You can predict short term weather with something as simple as smoke coming out of a  chimney. If the smoke is flowing down or laying close to the ground;  it means it most likely going to rain soon.  This is caused by an approaching cold front or because high humidity is absorbing smoke particles.

At night if it seems there's fewer stars out than normal it might mean a storms is on the way. This is because, when there is a lot of turbulence ( wind shear) in the air it's harder to see the stars.

If you see a rainbow and the wind is coming from the same direction, it means the rain is moving toward you.

Weather folklore and wives tales.

Weather lore has been around since people needed to predict the weather to plan their activities. I'm sure most of you have heard the weather predicting rhyme:  "red sky in the morning, sailor’s warning; red sky at night, sailors delight". There are variations of this rhyme in such places as Shakespeare's  play "Venus and Adonis" and even the Bible.  But, is this true or just a wives tale?  The answer is it's true in the Northern Hemisphere. In order to understand why this is true, we must understand how weather systems move and the colors in the sky. In the northern hemisphere the weather is influenced by the westerly trade winds . Therefore, weather systems normally move from west to east. The colors we see in the sky are a result of how the light rays are being split. The thicker the atmosphere, the more water vapor,  and the higher the amount of other particles in the atmosphere the more the light is scattered. with all of this in mind let's take another look at the poem.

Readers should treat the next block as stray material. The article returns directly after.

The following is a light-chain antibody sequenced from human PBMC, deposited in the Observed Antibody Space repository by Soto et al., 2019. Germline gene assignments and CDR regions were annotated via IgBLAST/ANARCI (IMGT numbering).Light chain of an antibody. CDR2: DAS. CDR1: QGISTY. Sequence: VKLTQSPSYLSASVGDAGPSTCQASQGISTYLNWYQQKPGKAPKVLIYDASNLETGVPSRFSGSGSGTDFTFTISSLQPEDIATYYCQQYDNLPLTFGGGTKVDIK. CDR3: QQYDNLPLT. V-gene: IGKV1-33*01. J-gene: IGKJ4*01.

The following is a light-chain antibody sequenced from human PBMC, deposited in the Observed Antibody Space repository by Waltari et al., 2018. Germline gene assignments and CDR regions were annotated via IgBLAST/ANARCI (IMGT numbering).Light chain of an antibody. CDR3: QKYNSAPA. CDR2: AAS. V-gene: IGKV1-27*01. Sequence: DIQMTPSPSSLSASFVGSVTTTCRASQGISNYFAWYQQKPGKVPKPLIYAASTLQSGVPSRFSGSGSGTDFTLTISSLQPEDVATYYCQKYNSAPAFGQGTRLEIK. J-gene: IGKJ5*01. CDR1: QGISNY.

Red sky in morning, sailor’s warning.

 A red sunrise reflects the dust particles of a system that has just passed from the west. This indicates that a storm system is most likely moving to the east. the deeper the red color in morning sky the higher the water content in the atmosphere. So, rain is on its way.

Red sky at night, sailors delight.

 When we see a red sky at night, there is a high pressure system with dry and stable air  to our west. The high pressure system is stirring up dust particles in the air. Therefore,  the setting sun is sending its light through a high concentration of dust particles. So, basically good weather will follow.

“Mares’ tails and mackerel scales